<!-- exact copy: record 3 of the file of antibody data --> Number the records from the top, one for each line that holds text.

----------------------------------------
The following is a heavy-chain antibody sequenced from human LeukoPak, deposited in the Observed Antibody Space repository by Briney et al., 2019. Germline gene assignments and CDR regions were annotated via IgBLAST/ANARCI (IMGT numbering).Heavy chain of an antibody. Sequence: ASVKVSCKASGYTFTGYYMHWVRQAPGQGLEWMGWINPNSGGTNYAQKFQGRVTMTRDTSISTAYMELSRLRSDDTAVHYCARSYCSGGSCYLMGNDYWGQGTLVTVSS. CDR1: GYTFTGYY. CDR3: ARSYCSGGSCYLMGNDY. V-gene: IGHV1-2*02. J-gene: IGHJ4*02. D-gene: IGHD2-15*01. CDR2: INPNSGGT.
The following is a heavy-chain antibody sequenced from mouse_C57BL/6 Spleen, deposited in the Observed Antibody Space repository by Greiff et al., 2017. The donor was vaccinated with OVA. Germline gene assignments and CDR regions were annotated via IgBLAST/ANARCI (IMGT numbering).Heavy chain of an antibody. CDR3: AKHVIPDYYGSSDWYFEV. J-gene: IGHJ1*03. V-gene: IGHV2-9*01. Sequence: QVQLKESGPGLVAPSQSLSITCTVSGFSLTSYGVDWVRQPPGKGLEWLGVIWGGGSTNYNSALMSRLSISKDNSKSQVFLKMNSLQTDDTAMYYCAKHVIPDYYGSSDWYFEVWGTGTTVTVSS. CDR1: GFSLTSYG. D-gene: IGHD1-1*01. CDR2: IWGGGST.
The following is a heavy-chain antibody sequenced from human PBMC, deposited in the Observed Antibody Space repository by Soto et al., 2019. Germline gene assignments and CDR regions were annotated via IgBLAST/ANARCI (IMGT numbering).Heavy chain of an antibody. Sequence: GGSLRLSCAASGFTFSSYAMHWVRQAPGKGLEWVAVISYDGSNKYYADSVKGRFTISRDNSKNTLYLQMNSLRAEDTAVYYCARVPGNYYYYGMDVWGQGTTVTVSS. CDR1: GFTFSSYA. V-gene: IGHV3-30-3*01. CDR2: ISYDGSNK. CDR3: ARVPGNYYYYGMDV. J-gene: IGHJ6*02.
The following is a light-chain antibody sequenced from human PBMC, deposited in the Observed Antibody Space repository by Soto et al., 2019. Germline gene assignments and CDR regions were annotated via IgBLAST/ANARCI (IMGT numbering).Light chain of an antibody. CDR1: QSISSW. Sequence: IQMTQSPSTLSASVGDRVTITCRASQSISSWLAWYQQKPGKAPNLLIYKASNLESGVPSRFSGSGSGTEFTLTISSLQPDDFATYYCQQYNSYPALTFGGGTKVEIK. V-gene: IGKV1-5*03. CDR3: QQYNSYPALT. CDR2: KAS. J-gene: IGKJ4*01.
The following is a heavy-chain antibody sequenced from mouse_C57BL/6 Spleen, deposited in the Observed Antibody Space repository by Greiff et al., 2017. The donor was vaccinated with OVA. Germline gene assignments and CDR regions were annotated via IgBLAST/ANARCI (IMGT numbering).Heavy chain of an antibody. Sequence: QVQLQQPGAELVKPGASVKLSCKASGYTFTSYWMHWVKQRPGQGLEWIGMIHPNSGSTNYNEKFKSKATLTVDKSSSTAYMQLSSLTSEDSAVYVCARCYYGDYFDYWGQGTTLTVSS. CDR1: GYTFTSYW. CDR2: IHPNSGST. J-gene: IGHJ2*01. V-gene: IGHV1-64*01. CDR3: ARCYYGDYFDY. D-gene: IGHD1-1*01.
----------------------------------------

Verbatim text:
The following is a heavy-chain antibody sequenced from human PBMC, deposited in the Observed Antibody Space repository by Soto et al., 2019. Germline gene assignments and CDR regions were annotated via IgBLAST/ANARCI (IMGT numbering).Heavy chain of an antibody. Sequence: GGSLRLSCAASGFTFSSYAMHWVRQAPGKGLEWVAVISYDGSNKYYADSVKGRFTISRDNSKNTLYLQMNSLRAEDTAVYYCARVPGNYYYYGMDVWGQGTTVTVSS. CDR1: GFTFSSYA. V-gene: IGHV3-30-3*01. CDR2: ISYDGSNK. CDR3: ARVPGNYYYYGMDV. J-gene: IGHJ6*02.